Who does Rep. Sensenbrenner
represent? He disgraces Wisconsin
UPDATE: On radio with Charlie Sykes, Sensenbrenner says he does care -- about money. $51.8-billion in waste, fraud and abuse?
How do we describe F. James Sensenbrenner?
Heartless? Uncaring? Unfeeling?
Yes, all of those and worse.
Fiscal conservatism is no rationale for his vote against providing disaster relief to victims of the Gulf Coast hurricane.
It goes deeper than that. It has to.
Anyone who has seen the images and read the stories of the plight of the hundreds of thousands -- perhaps a million -- people displaced by the storm must have an empathetic reaction. You can't see the devastation without reacting emotionally, without wanting to help people in need.
I don't know how many times we've cried at our house in the last 10 days. Too many to count.
The sadness at seeing the suffering of fellow human beings is compounded by the sense of powerlessness and helplessness. We want to do something more than write a check.
F. James Sensenbrenner, as a member of Congress, has the opportunity to do something in his official capacity. But he has refused.
I don't know what he has done personally to help victims. I hope he has been generous. He certainly has the means, if he chose, to write a million dollar check. Maybe he and Cheryl are preparing their extra rooms right now to take in some survivors. I hope so.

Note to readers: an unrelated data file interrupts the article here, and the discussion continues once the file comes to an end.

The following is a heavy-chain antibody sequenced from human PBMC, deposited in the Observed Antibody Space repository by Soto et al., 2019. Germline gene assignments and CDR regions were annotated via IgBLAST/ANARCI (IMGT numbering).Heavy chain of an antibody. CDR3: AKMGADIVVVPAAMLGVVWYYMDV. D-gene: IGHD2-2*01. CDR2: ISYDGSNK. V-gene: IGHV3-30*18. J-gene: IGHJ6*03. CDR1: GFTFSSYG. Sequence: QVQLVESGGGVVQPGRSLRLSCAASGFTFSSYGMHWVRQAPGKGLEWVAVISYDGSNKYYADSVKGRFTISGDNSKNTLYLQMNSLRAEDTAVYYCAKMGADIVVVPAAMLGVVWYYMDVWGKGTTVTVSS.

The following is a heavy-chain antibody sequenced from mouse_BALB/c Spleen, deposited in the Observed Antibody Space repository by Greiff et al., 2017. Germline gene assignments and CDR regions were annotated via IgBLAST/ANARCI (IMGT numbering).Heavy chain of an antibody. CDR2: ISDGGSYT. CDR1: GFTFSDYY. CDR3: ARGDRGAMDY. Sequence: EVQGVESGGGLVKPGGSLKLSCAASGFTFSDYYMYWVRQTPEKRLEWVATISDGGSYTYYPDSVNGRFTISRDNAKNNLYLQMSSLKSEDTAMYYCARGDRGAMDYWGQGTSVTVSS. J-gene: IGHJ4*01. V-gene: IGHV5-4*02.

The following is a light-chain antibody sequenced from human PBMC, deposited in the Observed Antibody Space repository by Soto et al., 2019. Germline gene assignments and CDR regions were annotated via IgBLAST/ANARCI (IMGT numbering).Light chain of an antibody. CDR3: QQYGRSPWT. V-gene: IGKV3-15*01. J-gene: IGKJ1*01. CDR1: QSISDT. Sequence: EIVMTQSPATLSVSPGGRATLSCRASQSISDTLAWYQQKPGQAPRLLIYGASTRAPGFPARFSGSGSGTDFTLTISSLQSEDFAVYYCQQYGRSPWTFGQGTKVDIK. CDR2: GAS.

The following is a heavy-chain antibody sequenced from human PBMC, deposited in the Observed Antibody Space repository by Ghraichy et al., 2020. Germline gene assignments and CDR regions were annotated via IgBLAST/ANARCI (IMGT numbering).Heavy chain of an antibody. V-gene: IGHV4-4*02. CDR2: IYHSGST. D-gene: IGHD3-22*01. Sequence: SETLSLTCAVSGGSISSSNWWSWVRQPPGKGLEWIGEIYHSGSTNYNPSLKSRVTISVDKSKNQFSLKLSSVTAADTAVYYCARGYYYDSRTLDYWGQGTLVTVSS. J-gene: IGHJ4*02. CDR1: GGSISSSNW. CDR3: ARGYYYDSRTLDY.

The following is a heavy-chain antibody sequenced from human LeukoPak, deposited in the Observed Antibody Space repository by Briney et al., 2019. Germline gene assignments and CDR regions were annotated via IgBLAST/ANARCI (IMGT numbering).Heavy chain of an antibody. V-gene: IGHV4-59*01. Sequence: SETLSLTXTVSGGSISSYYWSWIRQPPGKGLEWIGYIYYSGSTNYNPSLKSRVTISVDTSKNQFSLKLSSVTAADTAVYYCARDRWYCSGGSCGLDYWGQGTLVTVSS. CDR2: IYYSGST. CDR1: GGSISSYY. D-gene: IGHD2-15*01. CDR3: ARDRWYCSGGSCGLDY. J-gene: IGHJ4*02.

But it is his role in the House of Representatives that is at issue.
His title is Representative. But who does he represent?
Does his vote represent the people of his district?
Are we to believe that the people of Cedarburg, Whitefish Bay, Shorewood, River Hills, Wauwatosa, West Bend, Mequon, Brown Deer, and other communities in his district wanted him to vote no?
Do you think the people of his district want to turn their backs on the survivors of Katrina?
Of course they don't.
So who is it, exactly, that Representative Sensenbrenner is representing?
It's not the Republican Party. Only 11 Republicans voted against the bill. It's certainly not his leader, President Bush, who asked for the money.
I'm hard-pressed to explain. Any possible answer seems too callous to be true.
Is he representing the super-rich, who stand to benefit from proposed tax cuts that may never happen now because of the cost of Katrina? You'd like to think not, since he is one of the potential beneficiaries of the tax cut.
If and when he explains himself, I suspect we will learn that he is representing some misguided, esoteric principle that only he can understand.
Sensenbrenner doesn't give a tinker's damn about the victims of Katrina, and there is more evidence than a single vote.
Sen. Russ Feingold, some other members of Congress and consumer advocates believe that Katrina victims should get a reprieve from a tough new federal bankruptcy law that is to take effect in mid-October, and Feingold has introduced legislation to do that.